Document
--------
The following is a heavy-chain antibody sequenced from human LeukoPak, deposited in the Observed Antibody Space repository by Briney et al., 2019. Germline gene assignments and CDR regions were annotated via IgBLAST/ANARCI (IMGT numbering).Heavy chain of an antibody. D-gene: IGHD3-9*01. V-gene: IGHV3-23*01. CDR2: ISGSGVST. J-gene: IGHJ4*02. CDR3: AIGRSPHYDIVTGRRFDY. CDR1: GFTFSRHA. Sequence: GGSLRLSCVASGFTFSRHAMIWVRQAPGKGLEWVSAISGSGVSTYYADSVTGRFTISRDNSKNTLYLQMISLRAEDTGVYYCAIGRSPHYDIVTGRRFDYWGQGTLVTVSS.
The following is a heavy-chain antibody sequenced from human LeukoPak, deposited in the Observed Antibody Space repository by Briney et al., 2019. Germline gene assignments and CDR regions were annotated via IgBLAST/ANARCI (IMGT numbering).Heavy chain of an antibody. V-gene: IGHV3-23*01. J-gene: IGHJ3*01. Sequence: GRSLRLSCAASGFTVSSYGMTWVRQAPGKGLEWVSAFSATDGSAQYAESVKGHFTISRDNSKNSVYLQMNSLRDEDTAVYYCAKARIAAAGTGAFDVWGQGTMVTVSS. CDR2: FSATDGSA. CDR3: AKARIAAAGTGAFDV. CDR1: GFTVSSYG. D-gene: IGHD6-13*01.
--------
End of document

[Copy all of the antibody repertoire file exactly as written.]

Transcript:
The following is a heavy-chain antibody sequenced from human LeukoPak, deposited in the Observed Antibody Space repository by Briney et al., 2019. Germline gene assignments and CDR regions were annotated via IgBLAST/ANARCI (IMGT numbering).Heavy chain of an antibody. D-gene: IGHD3-9*01. V-gene: IGHV3-23*01. CDR2: ISGSGVST. J-gene: IGHJ4*02. CDR3: AIGRSPHYDIVTGRRFDY. CDR1: GFTFSRHA. Sequence: GGSLRLSCVASGFTFSRHAMIWVRQAPGKGLEWVSAISGSGVSTYYADSVTGRFTISRDNSKNTLYLQMISLRAEDTGVYYCAIGRSPHYDIVTGRRFDYWGQGTLVTVSS.
The following is a heavy-chain antibody sequenced from human LeukoPak, deposited in the Observed Antibody Space repository by Briney et al., 2019. Germline gene assignments and CDR regions were annotated via IgBLAST/ANARCI (IMGT numbering).Heavy chain of an antibody. V-gene: IGHV3-23*01. J-gene: IGHJ3*01. Sequence: GRSLRLSCAASGFTVSSYGMTWVRQAPGKGLEWVSAFSATDGSAQYAESVKGHFTISRDNSKNSVYLQMNSLRDEDTAVYYCAKARIAAAGTGAFDVWGQGTMVTVSS. CDR2: FSATDGSA. CDR3: AKARIAAAGTGAFDV. CDR1: GFTVSSYG. D-gene: IGHD6-13*01.